Jones ran in the Southern 500 at Darlington Raceway in South Carolina in 1956, 1957 and 1958. The 500 was NASCAR’s biggest event in the 1950s, and it attracted racers from across the country and from other forms of motorsports.
Jones and his team towed their Fords across country from California to drive in the marathon.
“It took several days of all of us driving to get there,” Jones said. “There weren’t freeways like there are now, and some of the underpasses on those old roads were too low for us to go underneath. It was quite a trip.”
In IndyCar racing, Jones scored wins in Lotus-Fords at Milwaukee (one of his favorite tracks, where he took the checkered flag twice) and at Trenton, New Jersey, in the mid-1960s.
He won the stock car class of the Pikes Peak Hill Climb in 1963 in a Mercury Marauder and notched the United States Auto Club stock car championship in 1964, also in Mercurys.
In 1964, Ford paired Jones and the legendary Carroll Shelby for the Los Angeles Times Grand Prix sports car race at Riverside, California. Although Jones had very limited road-course experience, he zoomed to victory in the Shelby Cobra, winning by 35 seconds.
One of Jones’ biggest Ford connections arrived in the late 1960s and early 1970s when he and driver George Follmer teamed to carry the Blue Oval banner in the Trans-Am Series, along with team owner Bud Moore.
The team began with Mercury Cougars then switched to the Ford Mustang. Jones and Follmer gunned the Mustang to the series’ manufacturers title in 1970.
“When he (Jones) sat down at the wheel in that car, he got the job done,” said Moore, who spent most of his career in NASCAR Cup racing and is a member of the NASCAR Hall of Fame.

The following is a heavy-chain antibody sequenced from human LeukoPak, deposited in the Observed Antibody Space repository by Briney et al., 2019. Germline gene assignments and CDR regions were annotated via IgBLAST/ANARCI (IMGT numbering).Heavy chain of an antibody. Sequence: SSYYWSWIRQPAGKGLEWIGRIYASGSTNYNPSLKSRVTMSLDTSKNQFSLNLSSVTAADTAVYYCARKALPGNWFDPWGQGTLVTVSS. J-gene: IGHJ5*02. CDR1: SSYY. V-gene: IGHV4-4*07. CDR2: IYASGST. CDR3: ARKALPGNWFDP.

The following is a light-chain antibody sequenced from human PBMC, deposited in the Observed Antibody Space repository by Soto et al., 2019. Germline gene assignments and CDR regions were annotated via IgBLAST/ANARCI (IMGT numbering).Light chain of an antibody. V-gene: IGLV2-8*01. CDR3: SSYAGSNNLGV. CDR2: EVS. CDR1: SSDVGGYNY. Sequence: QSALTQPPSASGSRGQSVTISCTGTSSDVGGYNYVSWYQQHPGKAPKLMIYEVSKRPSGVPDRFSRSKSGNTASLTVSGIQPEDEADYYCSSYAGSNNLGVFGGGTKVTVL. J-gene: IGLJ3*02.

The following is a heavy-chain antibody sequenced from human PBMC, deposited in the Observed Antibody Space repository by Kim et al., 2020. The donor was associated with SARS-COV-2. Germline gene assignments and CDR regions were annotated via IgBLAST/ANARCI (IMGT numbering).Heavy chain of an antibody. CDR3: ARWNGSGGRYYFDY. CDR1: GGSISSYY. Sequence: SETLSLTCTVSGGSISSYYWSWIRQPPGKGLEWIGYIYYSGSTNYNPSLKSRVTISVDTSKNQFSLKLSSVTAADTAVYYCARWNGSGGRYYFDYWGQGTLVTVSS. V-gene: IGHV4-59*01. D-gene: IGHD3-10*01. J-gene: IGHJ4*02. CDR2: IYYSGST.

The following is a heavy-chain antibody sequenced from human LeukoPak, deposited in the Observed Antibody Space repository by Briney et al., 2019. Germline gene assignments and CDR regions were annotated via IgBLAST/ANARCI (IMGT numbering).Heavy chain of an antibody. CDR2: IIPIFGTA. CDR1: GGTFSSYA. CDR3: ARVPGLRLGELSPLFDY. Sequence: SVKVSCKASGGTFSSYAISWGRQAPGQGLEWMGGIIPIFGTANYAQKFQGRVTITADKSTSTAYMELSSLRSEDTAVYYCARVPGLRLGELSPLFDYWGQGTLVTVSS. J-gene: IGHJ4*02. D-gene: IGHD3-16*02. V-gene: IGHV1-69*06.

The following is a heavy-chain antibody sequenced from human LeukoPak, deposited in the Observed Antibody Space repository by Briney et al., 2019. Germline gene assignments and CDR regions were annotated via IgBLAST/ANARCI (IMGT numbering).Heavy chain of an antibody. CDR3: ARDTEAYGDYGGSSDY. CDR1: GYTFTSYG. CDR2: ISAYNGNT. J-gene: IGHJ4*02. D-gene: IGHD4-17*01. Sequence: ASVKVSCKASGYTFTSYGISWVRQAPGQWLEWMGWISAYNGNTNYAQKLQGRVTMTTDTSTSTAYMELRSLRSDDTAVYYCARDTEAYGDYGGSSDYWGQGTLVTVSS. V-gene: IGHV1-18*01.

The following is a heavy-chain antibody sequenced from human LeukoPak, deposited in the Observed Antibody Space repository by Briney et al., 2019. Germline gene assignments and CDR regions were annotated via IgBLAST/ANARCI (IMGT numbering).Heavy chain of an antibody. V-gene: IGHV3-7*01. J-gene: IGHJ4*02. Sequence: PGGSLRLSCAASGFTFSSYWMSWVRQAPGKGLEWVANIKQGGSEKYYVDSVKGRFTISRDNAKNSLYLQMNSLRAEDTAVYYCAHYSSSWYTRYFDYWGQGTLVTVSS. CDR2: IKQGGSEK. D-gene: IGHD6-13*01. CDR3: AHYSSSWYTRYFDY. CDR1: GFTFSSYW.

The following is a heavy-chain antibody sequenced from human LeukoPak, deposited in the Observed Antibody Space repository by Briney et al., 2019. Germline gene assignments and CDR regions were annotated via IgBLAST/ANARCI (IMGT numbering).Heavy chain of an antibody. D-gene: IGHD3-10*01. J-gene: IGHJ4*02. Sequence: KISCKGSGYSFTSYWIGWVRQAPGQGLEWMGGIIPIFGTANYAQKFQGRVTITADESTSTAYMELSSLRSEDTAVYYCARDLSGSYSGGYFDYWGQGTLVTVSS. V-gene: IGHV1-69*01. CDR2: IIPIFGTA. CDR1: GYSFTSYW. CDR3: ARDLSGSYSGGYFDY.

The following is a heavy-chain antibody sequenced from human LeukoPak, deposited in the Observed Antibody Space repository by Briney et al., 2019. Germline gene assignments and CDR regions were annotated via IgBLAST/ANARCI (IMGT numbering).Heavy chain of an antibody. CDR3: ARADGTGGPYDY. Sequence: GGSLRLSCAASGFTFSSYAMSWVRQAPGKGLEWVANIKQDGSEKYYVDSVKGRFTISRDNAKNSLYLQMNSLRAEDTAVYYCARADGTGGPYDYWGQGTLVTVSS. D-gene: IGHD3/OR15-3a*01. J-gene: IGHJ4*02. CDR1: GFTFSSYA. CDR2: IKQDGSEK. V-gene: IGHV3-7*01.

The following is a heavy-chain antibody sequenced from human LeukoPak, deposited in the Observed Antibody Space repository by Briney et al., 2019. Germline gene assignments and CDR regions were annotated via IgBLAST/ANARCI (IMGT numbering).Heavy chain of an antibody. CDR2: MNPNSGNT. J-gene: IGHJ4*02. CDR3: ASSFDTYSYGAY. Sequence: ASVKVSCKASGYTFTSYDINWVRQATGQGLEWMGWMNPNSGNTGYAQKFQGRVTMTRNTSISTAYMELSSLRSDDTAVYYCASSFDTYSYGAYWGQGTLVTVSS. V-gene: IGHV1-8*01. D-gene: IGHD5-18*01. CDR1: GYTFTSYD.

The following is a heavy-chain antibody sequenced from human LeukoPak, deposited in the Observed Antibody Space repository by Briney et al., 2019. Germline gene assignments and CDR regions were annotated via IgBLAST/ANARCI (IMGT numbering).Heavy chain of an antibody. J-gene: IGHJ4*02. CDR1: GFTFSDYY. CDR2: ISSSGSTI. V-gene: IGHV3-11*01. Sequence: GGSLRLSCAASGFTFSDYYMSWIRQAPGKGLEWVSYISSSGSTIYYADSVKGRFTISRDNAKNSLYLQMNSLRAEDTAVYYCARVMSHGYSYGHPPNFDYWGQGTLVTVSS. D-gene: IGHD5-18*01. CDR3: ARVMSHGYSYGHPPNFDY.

Driving the No. 15, Jones scored T-A wins at Laguna Seca, Lime Rock, Mid-Ohio, Seattle and Riverside.
“Bud and I got along well,” Jones said. “He was my kind of guy, and the Ford people always treated me well.”
As another illustration of his versatility in race cars, Jones also won the demanding Baja 1,000 endurance race across Mexico in 1968 and 1973. Driving a Ford Bronco, Jones and fellow pilot Bill Stroppe conquered the desert -- and the competition.
Racing was such a part of Jones’ life that it gave him a new name. He was born Rufus Parnell Jones. He started racing at the age of 17 at Carrell Speedway in California with the assistance of a boyhood pal, Billy Calder.
Because the rules didn’t allow 17-year-olds to race, Calder decided to give Jones a “new” name -- Parnellie -- so that their classmates wouldn’t recognize that he was driving fast cars at the track. Calder picked the name because of a female schoolmate named Nellie. Calder had teased Jones about Nellie being his girlfriend. Over time, Parnellie was shortened to Parnelli, and the name stuck as Jones accelerated through motorsports.
As a teenager, Jones had a job mixing cement and later learned how to finish concrete. It was his only “real” job.
“I had one, but not very long,” he said. “I had to do some cement work to keep my jalopy running. But working like that gave me an uncanny desire to drive my race car a little harder.”
He excelled on those California short tracks, winning races on nights when 200 drivers would show up to fight for 16 positions in the main event. Soon, important people began to notice, and Jones was on his way.
“The ball got rolling, and it just kept rolling,” he said.